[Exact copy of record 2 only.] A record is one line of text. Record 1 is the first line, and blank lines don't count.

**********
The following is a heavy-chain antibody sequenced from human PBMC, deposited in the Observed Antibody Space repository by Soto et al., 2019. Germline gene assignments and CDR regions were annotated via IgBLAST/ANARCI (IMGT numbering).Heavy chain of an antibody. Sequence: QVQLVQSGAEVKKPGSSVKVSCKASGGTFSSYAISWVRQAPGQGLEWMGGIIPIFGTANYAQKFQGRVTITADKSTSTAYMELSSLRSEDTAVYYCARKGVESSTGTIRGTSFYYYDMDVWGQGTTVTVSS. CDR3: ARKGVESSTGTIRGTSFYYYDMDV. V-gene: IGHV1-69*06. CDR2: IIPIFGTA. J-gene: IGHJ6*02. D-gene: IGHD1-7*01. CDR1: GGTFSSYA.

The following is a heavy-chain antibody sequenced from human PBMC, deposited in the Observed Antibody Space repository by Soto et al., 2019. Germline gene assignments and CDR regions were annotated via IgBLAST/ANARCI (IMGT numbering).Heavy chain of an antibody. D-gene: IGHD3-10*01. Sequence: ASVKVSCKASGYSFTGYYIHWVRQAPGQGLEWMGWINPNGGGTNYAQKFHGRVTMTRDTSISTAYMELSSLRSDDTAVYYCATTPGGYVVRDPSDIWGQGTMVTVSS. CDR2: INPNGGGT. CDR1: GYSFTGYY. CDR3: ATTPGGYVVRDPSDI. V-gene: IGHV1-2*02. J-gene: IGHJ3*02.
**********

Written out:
The following is a heavy-chain antibody sequenced from human PBMC, deposited in the Observed Antibody Space repository by Soto et al., 2019. Germline gene assignments and CDR regions were annotated via IgBLAST/ANARCI (IMGT numbering).Heavy chain of an antibody. D-gene: IGHD3-10*01. Sequence: ASVKVSCKASGYSFTGYYIHWVRQAPGQGLEWMGWINPNGGGTNYAQKFHGRVTMTRDTSISTAYMELSSLRSDDTAVYYCATTPGGYVVRDPSDIWGQGTMVTVSS. CDR2: INPNGGGT. CDR1: GYSFTGYY. CDR3: ATTPGGYVVRDPSDI. V-gene: IGHV1-2*02. J-gene: IGHJ3*02.